- Force of the Act (temporary perfection)

For a security interest to be perfected it must have attached to the collateral and be enforceable against third parties.

Where the collateral is tangible personal property (goods), possession by a secured party is sufficient to perfect the security interest (such as a secured party repossessing goods subject to a retention of title).

Perfection can also be achieved by control but this method only applies to specific classes of “financial collateral” involving intangible property.

The PPS provides temporary perfection provisions (transitional provisions). The transitional provisions will be reviewed in detail in a later article and will affect many.

Unperfected Security Interest:
In simple terms, an unperfected security interest is a security interest which has not been perfected (ie. an unregistered ROT agreement for goods delivered to a customer).

Property Transferred Free of Security Interests:
Perfected security interests are generally enforceable against third parties. The legislation provides additional registration requirements for certain goods, eg. serial number identification for motor vehicles. Where the serial number is not provided in the PPS registration, a buyer or lessee takes the personal property free of the security interest.

Other instances where property is transferred free of security interests includes:

- Where property was sold or leased in the ordinary course of the seller’s or lessor’s business of selling or leasing property of that kind.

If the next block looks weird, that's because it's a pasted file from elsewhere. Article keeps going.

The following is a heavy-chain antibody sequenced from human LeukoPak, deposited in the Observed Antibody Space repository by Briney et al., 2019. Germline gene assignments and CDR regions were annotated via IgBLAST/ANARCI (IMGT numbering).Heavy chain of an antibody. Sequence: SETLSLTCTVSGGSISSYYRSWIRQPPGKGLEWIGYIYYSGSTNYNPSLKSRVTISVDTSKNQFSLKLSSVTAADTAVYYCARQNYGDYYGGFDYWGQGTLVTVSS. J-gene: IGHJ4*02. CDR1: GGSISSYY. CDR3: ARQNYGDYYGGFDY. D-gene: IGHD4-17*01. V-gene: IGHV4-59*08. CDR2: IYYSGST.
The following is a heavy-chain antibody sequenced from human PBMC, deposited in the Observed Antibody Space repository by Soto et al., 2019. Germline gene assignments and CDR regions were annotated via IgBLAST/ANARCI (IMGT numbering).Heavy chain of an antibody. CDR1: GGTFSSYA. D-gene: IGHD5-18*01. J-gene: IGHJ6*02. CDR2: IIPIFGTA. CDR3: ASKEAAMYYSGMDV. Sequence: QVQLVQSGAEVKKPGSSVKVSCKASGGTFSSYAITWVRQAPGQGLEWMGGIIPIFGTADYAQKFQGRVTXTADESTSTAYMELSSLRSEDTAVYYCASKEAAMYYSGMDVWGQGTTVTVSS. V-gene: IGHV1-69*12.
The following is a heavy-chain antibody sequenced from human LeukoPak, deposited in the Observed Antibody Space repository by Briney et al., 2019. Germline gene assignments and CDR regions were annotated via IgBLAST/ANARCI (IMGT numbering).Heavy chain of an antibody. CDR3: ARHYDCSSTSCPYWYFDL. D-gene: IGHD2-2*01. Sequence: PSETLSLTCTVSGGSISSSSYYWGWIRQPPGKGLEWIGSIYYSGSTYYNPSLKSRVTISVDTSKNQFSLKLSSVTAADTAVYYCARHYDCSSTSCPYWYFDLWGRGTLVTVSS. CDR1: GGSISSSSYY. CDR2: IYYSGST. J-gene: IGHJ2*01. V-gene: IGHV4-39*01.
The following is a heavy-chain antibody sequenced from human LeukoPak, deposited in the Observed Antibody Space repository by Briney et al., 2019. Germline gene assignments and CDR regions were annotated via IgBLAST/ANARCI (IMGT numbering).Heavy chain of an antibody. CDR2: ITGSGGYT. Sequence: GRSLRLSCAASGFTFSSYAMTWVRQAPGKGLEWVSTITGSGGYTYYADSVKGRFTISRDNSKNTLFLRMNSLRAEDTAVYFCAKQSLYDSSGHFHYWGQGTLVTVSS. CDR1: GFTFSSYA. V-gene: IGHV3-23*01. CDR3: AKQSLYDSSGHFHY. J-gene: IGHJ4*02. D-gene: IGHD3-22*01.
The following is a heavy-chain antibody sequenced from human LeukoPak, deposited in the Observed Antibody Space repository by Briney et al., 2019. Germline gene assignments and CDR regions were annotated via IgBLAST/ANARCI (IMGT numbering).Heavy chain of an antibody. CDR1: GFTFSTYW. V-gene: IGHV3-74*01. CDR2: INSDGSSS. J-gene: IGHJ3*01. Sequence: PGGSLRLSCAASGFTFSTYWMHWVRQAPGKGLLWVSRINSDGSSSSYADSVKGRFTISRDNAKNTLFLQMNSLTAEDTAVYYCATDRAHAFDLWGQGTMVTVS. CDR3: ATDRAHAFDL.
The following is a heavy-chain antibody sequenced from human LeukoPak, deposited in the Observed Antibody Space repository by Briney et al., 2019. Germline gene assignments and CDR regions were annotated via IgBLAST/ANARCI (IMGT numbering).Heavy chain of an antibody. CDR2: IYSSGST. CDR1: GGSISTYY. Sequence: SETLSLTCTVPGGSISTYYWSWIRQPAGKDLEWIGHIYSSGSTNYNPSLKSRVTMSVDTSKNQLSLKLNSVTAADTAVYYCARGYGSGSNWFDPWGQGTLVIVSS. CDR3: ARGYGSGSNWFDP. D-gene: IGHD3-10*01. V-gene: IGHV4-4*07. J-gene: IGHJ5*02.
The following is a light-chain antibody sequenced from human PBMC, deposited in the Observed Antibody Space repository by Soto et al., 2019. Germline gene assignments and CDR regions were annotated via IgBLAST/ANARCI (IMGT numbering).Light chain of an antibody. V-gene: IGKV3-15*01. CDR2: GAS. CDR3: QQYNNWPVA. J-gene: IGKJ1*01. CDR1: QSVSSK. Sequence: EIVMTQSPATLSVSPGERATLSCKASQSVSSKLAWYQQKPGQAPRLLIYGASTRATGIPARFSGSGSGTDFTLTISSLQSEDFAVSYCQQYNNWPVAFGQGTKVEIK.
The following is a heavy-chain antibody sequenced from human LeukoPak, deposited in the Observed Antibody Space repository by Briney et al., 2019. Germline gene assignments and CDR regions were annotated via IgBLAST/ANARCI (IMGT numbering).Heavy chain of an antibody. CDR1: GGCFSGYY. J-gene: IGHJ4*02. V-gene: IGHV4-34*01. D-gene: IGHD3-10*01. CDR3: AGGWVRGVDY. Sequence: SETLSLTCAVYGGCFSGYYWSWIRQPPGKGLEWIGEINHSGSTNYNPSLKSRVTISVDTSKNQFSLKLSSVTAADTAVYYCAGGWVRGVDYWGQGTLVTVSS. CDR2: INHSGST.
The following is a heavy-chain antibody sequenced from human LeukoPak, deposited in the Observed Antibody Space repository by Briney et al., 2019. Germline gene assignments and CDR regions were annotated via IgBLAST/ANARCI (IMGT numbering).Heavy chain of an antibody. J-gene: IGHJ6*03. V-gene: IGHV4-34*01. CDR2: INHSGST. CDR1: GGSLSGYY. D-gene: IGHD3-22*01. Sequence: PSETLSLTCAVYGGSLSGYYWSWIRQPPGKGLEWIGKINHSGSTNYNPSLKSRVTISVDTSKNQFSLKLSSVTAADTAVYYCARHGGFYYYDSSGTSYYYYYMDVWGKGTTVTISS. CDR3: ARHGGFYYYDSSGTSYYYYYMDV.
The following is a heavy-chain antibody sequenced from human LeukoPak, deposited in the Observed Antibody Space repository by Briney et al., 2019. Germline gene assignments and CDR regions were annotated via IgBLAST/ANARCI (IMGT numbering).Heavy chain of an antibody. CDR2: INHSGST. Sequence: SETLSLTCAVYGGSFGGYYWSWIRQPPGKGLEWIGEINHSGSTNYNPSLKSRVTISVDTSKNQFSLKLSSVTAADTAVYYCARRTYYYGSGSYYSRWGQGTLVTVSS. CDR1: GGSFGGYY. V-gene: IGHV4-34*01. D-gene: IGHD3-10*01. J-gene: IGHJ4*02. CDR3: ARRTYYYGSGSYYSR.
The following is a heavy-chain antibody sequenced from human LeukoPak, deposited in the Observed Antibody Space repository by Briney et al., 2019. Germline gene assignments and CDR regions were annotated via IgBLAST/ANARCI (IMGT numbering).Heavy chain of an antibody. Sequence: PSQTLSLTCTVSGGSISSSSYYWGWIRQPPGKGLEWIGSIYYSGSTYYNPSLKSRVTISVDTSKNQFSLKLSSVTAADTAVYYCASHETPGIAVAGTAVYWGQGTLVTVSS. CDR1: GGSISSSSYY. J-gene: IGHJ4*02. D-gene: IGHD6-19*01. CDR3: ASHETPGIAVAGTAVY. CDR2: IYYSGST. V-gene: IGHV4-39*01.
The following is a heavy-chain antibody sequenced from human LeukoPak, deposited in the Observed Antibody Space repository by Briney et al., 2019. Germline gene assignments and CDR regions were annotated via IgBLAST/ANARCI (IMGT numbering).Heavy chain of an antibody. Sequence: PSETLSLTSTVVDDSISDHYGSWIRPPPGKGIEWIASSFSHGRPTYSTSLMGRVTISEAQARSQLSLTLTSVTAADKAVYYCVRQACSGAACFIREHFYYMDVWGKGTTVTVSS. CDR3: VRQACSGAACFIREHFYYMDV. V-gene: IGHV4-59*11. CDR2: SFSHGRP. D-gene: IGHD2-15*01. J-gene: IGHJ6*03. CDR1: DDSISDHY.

- Where the security interest is unperfected, unless the buyer or lessee is a party to the transaction which the unperfected security interest was created.

Perfected v Perfected:
Priority between two or more security interests in collateral that are currently perfected is to be determined by the order in which the priority time for each security interest occurs.

“Priority Time”: Earliest of registration, control or possession, must be continuously perfected (i.e. – continuously registered, in control or possession).

Perfected v Unperfected:
A perfected security interest in collateral has priority over an unperfected security interest in the same collateral.

Unperfected v Unperfected:
Priority between unperfected security interests in the same collateral is to be determined by the order of attachment of the security interests.

PMSI v Other Security Interests:
A PMSI is afforded priority over all non-PMSI security interests, except for interests perfected by control. By providing a “super-priority” to PMSI secured parties, the PPSA ensures that secured parties are able to advance money or assistance to the grantor to further develop their business without earlier secured parties having priority recourse to the assets, which would not have been acquired without the assistance of the PMSI secured party.

Secured parties must register their PMSI within specific timeframes to receive the super-priority:

- In the case of inventory, the PMSI must be perfected at the time possession of the goods is obtained; or
- In the case of other personal property, the PMSI must be registered within 15 business days of the grantor obtaining possession of the goods.

The consequences of failing to perfect a security interest are obvious and will result in significant risk to businesses which are not adequately prepared to commence registering, or otherwise perfecting, their new security interests from January 2012 onwards. Existing security interests will lose the perfection provided under the transitional provisions at the end of the 24 month transitional period (i.e. by January 2014).